Tuesday, July 08, 2014

From my garden series - interesting insects

Since dusting off my Canon 100mm/f2.8 L macro lens last week, I've been finding a lot of interesting bugs in the garden.  I'm particularly interested in the diversity of fly species - most of them predatory on other insects, some are nectar or pollen feeders, though.  I showed some of these photos to my son and he was creeped out.  I guess some people aren't into interesting critters, eh? When you look closely at insects, you see how marvelously they are adapted to their realm. The specialized mouth parts, defense structures, eyes, antennae, genitalia - all are so different than what we're used to seeing in mammals, birds, fish, and insects. Viva la diff√©rence!

Here's a sampling of my bug menagerie that inhabits my garden:

Hover Fly aka Syrphid Fly - larvae are predators, adults feed on nectar and/or pollen. Are used as biocontrol agents for aphids. In other words - a good insect for the garden.

Bombus impatiens - one of the bumblebee species found in Ohio. All pollinators are welcome to my garden.

Another hover fly or syrphid fly - Toxomerus marginatus

Long legged fly - Condylostylus sipho - male. This is another predatory fly. They like to hang out on leaves.

Female long legged fly - Condylostylus sipho

Snipe fly - don't know which species, but this is another predatory insect.

Cluster fly - a species of Pollenia. The larvae of cluster flies are parasites of earthworms. The adults can be pests in the house in that they like to overwinter in homes. Although they resemble house flies, they are not harmful to humans or pets. Notice how the wings are folded as the fly is at rest? This is a big difference from house flies.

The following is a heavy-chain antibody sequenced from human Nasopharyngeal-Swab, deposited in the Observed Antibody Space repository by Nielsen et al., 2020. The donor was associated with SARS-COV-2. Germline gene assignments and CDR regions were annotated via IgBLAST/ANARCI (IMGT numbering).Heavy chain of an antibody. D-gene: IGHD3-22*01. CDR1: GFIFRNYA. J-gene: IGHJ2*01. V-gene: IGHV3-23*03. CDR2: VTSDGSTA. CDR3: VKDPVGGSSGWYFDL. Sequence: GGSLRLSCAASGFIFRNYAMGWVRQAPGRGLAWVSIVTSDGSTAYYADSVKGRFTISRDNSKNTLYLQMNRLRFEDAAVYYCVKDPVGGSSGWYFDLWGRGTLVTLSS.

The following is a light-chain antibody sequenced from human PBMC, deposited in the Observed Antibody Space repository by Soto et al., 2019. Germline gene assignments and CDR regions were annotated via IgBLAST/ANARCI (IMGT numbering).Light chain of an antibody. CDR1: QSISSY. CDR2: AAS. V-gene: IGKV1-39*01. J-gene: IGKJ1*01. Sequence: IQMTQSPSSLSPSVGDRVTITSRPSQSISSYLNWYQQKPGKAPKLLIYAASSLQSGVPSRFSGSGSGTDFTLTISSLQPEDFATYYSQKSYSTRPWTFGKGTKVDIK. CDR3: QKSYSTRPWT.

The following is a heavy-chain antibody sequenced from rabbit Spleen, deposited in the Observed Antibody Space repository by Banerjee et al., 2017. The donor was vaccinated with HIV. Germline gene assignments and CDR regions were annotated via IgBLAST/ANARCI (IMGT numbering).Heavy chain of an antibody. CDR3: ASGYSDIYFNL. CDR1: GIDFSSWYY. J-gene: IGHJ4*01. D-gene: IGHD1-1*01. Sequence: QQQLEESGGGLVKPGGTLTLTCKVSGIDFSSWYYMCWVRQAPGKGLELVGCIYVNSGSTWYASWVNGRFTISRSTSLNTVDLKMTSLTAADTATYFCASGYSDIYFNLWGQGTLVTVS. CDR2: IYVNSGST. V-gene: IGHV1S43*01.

Lonhorn grasshopper nymph - female. Scudderia sp. These are also known as bush katydids. They chomp on garden plants, so they're not particularly helpful to the garden. They are kind of cute, though.

Toxomerus marginatus - I like the dramatic setting with the light on my boxwood - lots of shade in the background.

Japanese beetle - Popillia japonica - definitely a garden pest. They eat everything! I actually think they're beautiful to look at, but they are not welcome in my garden.

Red aphids - I've only seen them on weeds thus far, but they are not welcome on my vegetables and ornamentals.

This is a nymph of the brown marmorated stinkbug - another invasive garden pest. They are definitely interesting in appearance, though.

Orb weaver spider (Neoscona crucifera?) eating a scarab beetle. It's hanging out on one of my crassula plants.
I've received most of my insect identifications from BugGuide.

Some more insects are posted here: Scenes from my garden - July 2014

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